IEX Thwarts Predatory Trading
IEX Group has throttled back the speed of trades on its platform, but the organization isn’t trying to roll back technological advances, according to Ronan Ryan, IEX’s chief strategy officer.
The broker-neutral ATS aims to quash the advantages exploited by some of the highest-speed market participants, but there is no hidden agenda of trying to turn the clock back to the days of ticker-tape machines.
“Technology has made the markets way, way more efficient than they were ten years ago,” Ryan said at yesterday’s Zicklin-Capco conference at Baruch College in New York City. “We’re not advocating going back to the specialist system.”
IEX, which launched as an ATS a year ago, is deploying technology — in the form of a latency speed bump — to attract liquidity from high-speed traders without compromising its buy-side constituents.
“High-frequency trading firms are all registered broker-dealers,” said Ryan. “If you can get the high-frequency guys who are providing liquidity, which some do, that’s valuable liquidity for the buy side. We said we don’t want to be this buy-side only venue and become the greatest signal factory that predatory strategies have ever had, so what did we need to do with our architecture to not be picked off?”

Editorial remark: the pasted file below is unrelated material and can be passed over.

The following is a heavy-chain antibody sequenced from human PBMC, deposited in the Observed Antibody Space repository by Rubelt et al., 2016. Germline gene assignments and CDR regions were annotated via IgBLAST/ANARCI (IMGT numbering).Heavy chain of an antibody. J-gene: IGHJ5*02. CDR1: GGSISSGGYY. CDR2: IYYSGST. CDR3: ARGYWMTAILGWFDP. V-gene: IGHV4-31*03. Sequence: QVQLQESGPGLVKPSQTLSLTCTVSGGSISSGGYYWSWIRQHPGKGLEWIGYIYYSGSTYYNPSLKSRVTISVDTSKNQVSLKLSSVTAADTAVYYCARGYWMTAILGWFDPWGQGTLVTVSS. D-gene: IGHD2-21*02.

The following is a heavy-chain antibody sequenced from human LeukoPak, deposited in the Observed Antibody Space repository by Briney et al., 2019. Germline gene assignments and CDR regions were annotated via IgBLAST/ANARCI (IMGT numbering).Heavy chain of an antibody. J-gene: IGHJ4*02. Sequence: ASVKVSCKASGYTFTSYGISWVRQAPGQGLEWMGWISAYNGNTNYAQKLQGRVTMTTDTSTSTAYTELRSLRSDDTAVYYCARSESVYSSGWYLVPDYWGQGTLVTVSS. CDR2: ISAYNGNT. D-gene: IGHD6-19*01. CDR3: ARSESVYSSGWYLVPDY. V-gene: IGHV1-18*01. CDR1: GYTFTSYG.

With four of the major U.S. equity-exchange operators — Bats, Direct Edge, Nasdaq, and NYSE — housing their matching engines in data centers in New Jersey, the essence of high-frequency trading strategies is to co-locate in close proximity to those matching engines.
“The one thing that they absolutely have to have to run a predatory strategy is the ability to co-locate in the same room as the trading venue, and in single-digit microseconds see what just happened in that venue, and then either react back on that same venue, or route out to one of the other three buildings in New Jersey,” said Ryan.
To counteract the effect of co-location, IEX has located its matching engine at the Savvis NJ2X data center in Weehawken, N.J., but requires all orders to pass through the Equinix NY5 center in Secaucus. It’s created a 350 microsecond travel time between the two data centers by coiling miles of fiber at each end.
“We literally coiled 38.04 miles of fiber in a box and we had that in our data center,” Ryan said. “Every trade that comes into IEX comes in the front door, goes around this coiled cable, and into our matching engine.”
Even if a subscriber has an ultra low-latency market data feed, the 350 microseconds serves as a speed bump.
“What that means is, the earliest you’ll find out a trade occurred on our venue is a minimum of 350 microseconds after the trade occurred,” Ryan said. “As many high-frequency traders can trade on our platform as long as they come in through our coiled fiber. You can have fast traders, slow traders, both trading on the platform and come away with a positive experience.”
Featured image via iStock
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